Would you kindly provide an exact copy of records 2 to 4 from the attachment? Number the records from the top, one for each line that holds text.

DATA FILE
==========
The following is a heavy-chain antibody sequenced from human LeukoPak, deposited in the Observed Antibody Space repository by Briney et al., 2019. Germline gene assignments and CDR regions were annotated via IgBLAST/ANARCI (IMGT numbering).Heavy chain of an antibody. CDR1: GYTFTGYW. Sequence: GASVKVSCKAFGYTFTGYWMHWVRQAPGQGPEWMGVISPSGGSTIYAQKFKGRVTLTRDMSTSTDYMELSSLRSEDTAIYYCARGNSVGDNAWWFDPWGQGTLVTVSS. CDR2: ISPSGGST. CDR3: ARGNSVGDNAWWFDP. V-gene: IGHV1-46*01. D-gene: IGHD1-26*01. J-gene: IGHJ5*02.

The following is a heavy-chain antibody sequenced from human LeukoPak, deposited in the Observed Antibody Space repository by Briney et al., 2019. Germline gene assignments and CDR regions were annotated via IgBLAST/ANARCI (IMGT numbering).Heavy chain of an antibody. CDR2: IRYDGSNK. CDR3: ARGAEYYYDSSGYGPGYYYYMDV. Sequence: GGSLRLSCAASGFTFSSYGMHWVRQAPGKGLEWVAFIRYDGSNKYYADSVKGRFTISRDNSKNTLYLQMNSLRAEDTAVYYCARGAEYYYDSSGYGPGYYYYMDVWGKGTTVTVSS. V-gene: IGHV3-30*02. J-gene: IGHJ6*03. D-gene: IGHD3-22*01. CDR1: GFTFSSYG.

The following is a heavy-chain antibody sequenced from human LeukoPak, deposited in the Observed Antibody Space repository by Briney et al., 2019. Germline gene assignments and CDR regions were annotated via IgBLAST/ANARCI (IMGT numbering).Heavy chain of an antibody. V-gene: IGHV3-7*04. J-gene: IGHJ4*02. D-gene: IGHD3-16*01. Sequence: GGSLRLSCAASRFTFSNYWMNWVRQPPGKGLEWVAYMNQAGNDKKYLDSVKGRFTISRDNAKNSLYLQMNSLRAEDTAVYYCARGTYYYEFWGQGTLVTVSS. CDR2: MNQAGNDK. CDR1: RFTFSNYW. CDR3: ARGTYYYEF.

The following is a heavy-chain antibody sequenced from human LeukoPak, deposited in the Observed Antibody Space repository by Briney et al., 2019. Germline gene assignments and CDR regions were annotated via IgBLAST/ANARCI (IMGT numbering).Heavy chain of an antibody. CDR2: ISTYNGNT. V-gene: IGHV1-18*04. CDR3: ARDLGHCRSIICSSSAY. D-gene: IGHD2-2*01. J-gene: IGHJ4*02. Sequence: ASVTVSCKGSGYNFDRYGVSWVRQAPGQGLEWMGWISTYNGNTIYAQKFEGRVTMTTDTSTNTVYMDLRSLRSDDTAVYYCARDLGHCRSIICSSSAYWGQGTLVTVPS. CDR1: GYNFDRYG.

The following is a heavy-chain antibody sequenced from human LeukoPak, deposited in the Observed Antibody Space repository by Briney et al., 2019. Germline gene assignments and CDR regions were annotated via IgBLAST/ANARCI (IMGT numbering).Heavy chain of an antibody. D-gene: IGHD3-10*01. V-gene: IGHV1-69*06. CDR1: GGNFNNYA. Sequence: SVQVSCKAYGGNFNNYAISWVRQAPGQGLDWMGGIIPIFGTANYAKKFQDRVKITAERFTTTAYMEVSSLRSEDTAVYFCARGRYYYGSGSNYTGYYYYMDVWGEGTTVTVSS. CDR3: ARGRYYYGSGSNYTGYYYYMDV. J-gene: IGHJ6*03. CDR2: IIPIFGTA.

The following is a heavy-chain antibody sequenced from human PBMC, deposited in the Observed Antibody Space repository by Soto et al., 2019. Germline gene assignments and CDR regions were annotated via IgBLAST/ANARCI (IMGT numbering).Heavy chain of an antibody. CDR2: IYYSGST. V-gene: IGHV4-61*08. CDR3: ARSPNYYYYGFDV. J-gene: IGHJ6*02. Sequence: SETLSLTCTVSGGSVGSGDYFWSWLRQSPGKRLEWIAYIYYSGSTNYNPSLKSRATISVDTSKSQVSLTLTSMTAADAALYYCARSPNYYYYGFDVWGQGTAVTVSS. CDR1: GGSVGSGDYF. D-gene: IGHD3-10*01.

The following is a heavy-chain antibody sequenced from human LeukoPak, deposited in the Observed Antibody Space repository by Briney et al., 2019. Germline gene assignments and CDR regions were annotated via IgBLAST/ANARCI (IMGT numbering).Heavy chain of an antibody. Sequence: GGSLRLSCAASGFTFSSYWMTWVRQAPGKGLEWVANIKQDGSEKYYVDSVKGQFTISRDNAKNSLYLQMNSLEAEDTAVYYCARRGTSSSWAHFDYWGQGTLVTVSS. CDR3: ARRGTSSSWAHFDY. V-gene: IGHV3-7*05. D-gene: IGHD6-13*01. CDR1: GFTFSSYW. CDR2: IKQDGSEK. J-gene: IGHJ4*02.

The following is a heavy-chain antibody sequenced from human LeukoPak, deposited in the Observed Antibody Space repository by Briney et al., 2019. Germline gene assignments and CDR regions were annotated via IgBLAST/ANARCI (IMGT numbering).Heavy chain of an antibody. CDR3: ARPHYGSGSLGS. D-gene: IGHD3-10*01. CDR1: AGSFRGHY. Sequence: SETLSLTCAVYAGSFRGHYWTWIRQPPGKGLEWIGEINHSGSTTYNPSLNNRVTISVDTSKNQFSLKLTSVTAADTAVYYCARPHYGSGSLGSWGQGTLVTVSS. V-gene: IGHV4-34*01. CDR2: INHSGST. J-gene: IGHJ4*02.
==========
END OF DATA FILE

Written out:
The following is a heavy-chain antibody sequenced from human LeukoPak, deposited in the Observed Antibody Space repository by Briney et al., 2019. Germline gene assignments and CDR regions were annotated via IgBLAST/ANARCI (IMGT numbering).Heavy chain of an antibody. CDR2: IRYDGSNK. CDR3: ARGAEYYYDSSGYGPGYYYYMDV. Sequence: GGSLRLSCAASGFTFSSYGMHWVRQAPGKGLEWVAFIRYDGSNKYYADSVKGRFTISRDNSKNTLYLQMNSLRAEDTAVYYCARGAEYYYDSSGYGPGYYYYMDVWGKGTTVTVSS. V-gene: IGHV3-30*02. J-gene: IGHJ6*03. D-gene: IGHD3-22*01. CDR1: GFTFSSYG.

The following is a heavy-chain antibody sequenced from human LeukoPak, deposited in the Observed Antibody Space repository by Briney et al., 2019. Germline gene assignments and CDR regions were annotated via IgBLAST/ANARCI (IMGT numbering).Heavy chain of an antibody. V-gene: IGHV3-7*04. J-gene: IGHJ4*02. D-gene: IGHD3-16*01. Sequence: GGSLRLSCAASRFTFSNYWMNWVRQPPGKGLEWVAYMNQAGNDKKYLDSVKGRFTISRDNAKNSLYLQMNSLRAEDTAVYYCARGTYYYEFWGQGTLVTVSS. CDR2: MNQAGNDK. CDR1: RFTFSNYW. CDR3: ARGTYYYEF.

The following is a heavy-chain antibody sequenced from human LeukoPak, deposited in the Observed Antibody Space repository by Briney et al., 2019. Germline gene assignments and CDR regions were annotated via IgBLAST/ANARCI (IMGT numbering).Heavy chain of an antibody. CDR2: ISTYNGNT. V-gene: IGHV1-18*04. CDR3: ARDLGHCRSIICSSSAY. D-gene: IGHD2-2*01. J-gene: IGHJ4*02. Sequence: ASVTVSCKGSGYNFDRYGVSWVRQAPGQGLEWMGWISTYNGNTIYAQKFEGRVTMTTDTSTNTVYMDLRSLRSDDTAVYYCARDLGHCRSIICSSSAYWGQGTLVTVPS. CDR1: GYNFDRYG.